Great Lakes nearly devoid of ice as El Nino-influenced warmth dominates early winter
By By Brian Lada, Meteorologist
February 09, 2016, 4:01:46 AM EST
The El Niño-influenced weather pattern over the past several months has brought above-normal temperatures in the Midwest and Northeast, causing the ice coverage on the Great Lakes to be significantly lower than it has been over the past two winters.
As of Feb. 2, 2016, the total ice coverage on the Great Lakes was less than 6 percent, just a fraction of what it was at the start of February in 2014 and 2015, according to the Great Lakes Environmental Research Laboratory (GLERL).
During the past two winters, early intrusions of arctic air paired with the persistence of below-normal temperatures caused ice to develop and to expand across large areas of the lakes by the middle of the winter.
However, the weather pattern during the first half of this winter has been significantly different, favoring temperatures near to above normal across the region. As a result, only a small amount of ice has been able to form on the Great Lakes.
"It was a warm November followed by an incredibly warm December and it has contributed to the lack of ice on the Great Lakes," AccuWeather Meteorologist Todd Miner said.
Miner added that the weather did turn colder in January, allowing ice to form on parts of the lakes finally. However, temperatures still ran near to above normal, preventing a rapid accumulation of ice.
The lack of ice on the Great Lakes has allowed the lake-effect snow season to last later into the winter than it usually does, meaning that areas downwind of the Great Lakes will continue to see chances of heavy snow squalls through February and potentially into March.
"We have a good, solid winter ahead of us, so if we get some shots of cold Arctic air, given the fact that the lakes are open, we have opportunities for some good lake-effect snow," Miner said.
Typically, the opportunities for lake-effect snow season gradually diminish as the winter transpires as arctic air chills the lakes and ice becomes more expansive. In doing so, the comparatively warm water of the lakes needed for heavy lake-effect snow is removed from the equation.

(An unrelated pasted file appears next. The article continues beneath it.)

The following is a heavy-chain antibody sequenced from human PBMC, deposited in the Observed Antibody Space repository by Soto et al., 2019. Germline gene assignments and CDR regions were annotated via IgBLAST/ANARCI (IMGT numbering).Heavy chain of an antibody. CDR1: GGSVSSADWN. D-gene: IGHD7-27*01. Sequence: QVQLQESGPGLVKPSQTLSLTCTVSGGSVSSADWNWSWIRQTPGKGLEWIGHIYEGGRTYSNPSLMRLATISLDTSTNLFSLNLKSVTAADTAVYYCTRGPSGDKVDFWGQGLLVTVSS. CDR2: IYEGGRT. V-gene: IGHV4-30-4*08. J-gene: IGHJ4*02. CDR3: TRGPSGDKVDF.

Last winter, Buffalo had received 57 inches of snow by the end of January, most of which accumulating when bands of lake-effect snow set up over the city. This winter, Buffalo has measured less than half of that amount due to the milder weather.
The lack of ice on the Great Lakes this year has benefited industries around the region that rely on shipping to transport good and materials.
"The ice can hurt commerce and has affected the length of the shipping season on the Great Lakes," Miner said. "When Lake Erie is full of ice, they're not going to be sending any ships through there."
Even if there are icebreakers available, sometimes the ice on Lake Erie can be too thick for the ships to navigate through, closing off access to Lake Huron, Lake Michigan and Lake Superior.
Ice coverage was an issue in 2014 when the ice-clogged Great Lakes prevented shipping from reaching the nation's largest steel mill, forcing the factory to shut down.
This year, the shipping season will extend later into the winter due to the late onset of ice. The upcoming shipping season should also benefit, with potential to begin sooner than the past two years due to the lesser extent of the ice.
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Despite the ice coverage on the Great Lakes being significantly less than the past two years, it is not unheard of to have such a low amount of ice on the lakes at the start of February.
In 2012, the maximum ice coverage on the lakes failed to reach 13 percent. In 2002, a mild winter prevented ice coverage on the lakes to remain below 10 percent, the lowest maximum ice coverage since detailed records began in 1973.
Additionally, the extent of the ice during the past two winters ranks among the most expansive since the 1970s, according to the GLERL. In 2014, the maximum ice coverage was the second-most expansive in history, falling just shy of the record 94.7 percent reached in 1979.
There is still time for blasts of arctic air to chill the lakes. The greatest ice coverage usually occurs around the end of February or beginning of March. However, it is looking unlikely that the extent of the ice on the Great Lakes will approach the levels that were achieved over the past two winters.
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